Activists in Russia are reporting that arrests are now taking place under the St. Petersburg law prohibiting people from promoting so-called LGBT propaganda.
Two people were arrested over the weekend during a demonstration at a concert hall under the law that prohibits “public actions aimed at propaganda of pederasty, lesbianism, bisexuality and transgenderism among minors.”
Several days before that arrest, two other men were taken into custody for carrying signs that read, according to translations from Russian newspaper reports, “Gay is OK.”
The four men face fines of $170 if found guilty of violating the measure. Businesses and groups prosecuted under the law could face fines of $17,000.
Similar laws exist in Russia’s Ryazan, Arkhangelsk and Kostroma regions, and a bill has been introduced in Russia’s lower house of parliament to create a national ban on LGBT propaganda.
The sponsors said, “Homosexual propaganda has spread widely in modern Russia. This kind of propaganda is distributed both through the mass media, as well as through events that promote the homosexual lifestyle as a normal behavior.”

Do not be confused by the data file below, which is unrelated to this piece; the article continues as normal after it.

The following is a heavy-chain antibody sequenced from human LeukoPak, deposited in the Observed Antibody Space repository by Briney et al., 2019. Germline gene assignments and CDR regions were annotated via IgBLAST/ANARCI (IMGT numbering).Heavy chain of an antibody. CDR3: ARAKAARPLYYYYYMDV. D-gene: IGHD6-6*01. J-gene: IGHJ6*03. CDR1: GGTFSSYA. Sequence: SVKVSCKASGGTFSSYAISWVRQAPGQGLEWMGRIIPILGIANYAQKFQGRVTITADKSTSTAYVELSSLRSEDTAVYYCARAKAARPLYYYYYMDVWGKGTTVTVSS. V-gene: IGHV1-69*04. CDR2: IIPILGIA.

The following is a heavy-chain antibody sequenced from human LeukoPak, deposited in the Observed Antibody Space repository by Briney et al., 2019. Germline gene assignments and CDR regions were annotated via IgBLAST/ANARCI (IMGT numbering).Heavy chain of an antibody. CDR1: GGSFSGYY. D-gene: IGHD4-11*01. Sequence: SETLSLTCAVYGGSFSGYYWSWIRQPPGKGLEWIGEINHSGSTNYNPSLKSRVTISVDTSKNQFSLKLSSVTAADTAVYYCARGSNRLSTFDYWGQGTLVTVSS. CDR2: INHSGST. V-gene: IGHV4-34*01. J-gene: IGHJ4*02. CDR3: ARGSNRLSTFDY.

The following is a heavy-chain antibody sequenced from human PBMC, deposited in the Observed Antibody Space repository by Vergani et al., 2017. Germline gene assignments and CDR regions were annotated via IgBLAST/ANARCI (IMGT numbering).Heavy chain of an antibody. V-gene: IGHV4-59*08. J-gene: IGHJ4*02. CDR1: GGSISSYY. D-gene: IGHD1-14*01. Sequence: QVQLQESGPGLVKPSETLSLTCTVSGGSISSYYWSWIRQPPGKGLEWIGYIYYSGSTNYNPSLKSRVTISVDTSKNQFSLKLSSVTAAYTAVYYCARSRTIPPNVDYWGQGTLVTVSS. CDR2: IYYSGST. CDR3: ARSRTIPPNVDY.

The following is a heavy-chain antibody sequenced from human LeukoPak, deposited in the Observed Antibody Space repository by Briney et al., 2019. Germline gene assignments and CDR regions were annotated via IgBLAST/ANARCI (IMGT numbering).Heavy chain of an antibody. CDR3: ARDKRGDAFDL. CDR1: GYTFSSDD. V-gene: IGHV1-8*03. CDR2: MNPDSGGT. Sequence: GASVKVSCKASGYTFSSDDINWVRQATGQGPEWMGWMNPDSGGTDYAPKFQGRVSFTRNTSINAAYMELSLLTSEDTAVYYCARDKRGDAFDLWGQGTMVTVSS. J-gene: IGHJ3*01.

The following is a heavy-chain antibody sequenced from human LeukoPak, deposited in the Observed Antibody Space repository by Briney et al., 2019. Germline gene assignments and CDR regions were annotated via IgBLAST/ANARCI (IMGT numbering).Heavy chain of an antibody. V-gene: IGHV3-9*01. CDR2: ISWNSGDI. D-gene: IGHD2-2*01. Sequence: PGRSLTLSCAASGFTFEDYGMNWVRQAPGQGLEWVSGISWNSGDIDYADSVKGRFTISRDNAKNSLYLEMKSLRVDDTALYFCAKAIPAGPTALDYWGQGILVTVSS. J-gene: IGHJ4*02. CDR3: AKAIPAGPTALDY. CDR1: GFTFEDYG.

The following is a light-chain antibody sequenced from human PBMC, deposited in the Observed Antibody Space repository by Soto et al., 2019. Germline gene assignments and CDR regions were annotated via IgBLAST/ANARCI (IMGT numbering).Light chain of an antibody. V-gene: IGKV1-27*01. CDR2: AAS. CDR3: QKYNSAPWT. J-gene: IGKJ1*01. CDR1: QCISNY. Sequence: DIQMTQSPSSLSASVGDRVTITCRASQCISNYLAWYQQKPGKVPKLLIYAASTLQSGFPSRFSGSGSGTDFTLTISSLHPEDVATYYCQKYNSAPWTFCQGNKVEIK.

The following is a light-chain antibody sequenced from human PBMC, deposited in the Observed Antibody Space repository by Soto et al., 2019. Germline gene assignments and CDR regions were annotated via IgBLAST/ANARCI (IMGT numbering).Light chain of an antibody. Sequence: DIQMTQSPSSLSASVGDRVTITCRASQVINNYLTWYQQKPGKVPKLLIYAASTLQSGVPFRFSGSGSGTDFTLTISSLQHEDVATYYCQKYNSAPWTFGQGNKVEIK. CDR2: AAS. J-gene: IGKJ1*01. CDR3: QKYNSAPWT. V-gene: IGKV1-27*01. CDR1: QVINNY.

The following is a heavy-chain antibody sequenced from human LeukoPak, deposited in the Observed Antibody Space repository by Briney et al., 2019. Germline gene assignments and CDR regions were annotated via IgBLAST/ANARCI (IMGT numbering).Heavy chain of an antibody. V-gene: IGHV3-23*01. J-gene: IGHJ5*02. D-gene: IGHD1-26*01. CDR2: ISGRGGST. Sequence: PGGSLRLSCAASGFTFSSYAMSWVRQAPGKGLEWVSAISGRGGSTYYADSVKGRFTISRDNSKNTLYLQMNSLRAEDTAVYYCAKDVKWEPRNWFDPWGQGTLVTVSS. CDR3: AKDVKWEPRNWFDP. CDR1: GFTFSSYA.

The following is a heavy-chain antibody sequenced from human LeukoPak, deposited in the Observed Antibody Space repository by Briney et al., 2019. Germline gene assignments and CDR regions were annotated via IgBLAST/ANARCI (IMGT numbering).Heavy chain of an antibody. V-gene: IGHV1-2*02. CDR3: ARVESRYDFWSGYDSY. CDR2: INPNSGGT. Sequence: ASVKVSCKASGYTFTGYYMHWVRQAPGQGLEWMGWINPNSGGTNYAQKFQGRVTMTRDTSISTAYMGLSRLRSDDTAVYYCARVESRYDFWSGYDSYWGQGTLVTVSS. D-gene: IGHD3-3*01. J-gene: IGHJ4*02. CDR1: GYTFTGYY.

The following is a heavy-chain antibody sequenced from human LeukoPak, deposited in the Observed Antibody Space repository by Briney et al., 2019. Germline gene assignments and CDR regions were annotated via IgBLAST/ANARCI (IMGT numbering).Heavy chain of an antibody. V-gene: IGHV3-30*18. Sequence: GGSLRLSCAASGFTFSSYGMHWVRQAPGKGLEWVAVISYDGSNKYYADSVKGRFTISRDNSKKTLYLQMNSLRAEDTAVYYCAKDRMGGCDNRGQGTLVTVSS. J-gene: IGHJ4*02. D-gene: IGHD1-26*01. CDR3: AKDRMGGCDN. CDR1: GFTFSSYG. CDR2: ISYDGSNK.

“This is especially dangerous for children and youth, who are not yet capable of thinking critically about the avalanche of information they see on a daily basis.”
Russian civil rights lawyer Tatyana Glushkova told the Kommersant that the measures do not define “propaganda” and “basically, saying anything positive or even neutral about homosexuality in front of children would be forbidden.”
Some activists have called for celebrities to boycott St. Petersburg over passage of the legislation and Canada has issued a travel advisory warning its citizens about the restrictions in Russia’s second-largest city.
Before St. Petersburg enacted the law, the U.S. State Department raised concerns. A spokesperson said the measure “would severely restrict freedoms of expression and assembly for lesbian, gay, bisexual and transgender individuals, and indeed all Russians. As Secretary (of State Hillary) Clinton has said, gay rights are human rights, and human rights are gay rights.
“We have called on Russian officials to safeguard these freedoms, and to foster an environment which promotes respect for the rights of all citizens.”
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